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Turkey Invades Syria

Great power games and regional calculations have trumped Syrian Kurdish aspirations.

 

United States (US) President Donald Trump gave Turkey the green light to invade Syria. The Turks fired on the Syrian Kurdish positions from the air. Their ground forces were irregulars, the kind of reactionary jihadi militias that had been created by Saudi-funded mosques inside cities such as Aleppo and Idlib, as well as by Saudi, Qatari, Turkish, and US money and logistical support. These militias wanted blood, shooting in all directions, threatening massacres of anyone whom they considered to be blasphemers. Turkey’s government said that it wanted to resettle some of the three million Syrian refugees who are now in Turkey, inside what had been known as Rojava. This “population transfer” would—in a world of laws—be seen as a war crime.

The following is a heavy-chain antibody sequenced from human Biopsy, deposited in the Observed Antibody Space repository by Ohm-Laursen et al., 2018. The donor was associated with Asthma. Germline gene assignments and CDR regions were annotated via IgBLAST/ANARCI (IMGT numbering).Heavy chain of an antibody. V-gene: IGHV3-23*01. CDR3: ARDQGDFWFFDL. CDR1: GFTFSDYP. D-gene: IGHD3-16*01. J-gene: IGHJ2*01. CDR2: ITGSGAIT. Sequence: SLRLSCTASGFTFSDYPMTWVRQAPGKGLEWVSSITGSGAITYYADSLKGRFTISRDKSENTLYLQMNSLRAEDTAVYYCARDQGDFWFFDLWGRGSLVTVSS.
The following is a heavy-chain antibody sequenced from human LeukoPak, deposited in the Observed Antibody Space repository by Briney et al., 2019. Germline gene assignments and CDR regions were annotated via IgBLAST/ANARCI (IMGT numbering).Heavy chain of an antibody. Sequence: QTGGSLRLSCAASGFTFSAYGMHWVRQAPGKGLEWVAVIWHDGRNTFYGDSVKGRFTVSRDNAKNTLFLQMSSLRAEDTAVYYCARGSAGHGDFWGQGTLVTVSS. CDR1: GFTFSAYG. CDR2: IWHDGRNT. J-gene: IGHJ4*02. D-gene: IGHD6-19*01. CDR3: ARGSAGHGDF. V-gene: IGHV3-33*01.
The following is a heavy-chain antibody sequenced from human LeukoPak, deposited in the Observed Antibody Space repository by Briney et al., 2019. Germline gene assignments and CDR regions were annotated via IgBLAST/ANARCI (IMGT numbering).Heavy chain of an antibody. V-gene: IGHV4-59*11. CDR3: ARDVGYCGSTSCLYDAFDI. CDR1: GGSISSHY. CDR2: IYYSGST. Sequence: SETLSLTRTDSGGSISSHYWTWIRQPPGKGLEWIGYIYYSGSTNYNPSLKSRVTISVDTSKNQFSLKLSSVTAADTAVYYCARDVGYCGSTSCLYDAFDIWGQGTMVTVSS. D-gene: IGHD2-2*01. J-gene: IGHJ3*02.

The region where Syrian Kurds are in a near majority is also an area of considerable diversity (with Arabs, both Christian and Muslim, Assyrians, Yazidis, and others). It is also an area with important agricultural resources and—to its south—whatever oil reserves remain in Syria. The ethnic diversity and the richness of the region made it hard for the Syrian Kurdish political establishment to make a case for autonomy; neither their neighbours nor Damascus would have supported such a claim.

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Updated On : 31st Oct, 2019

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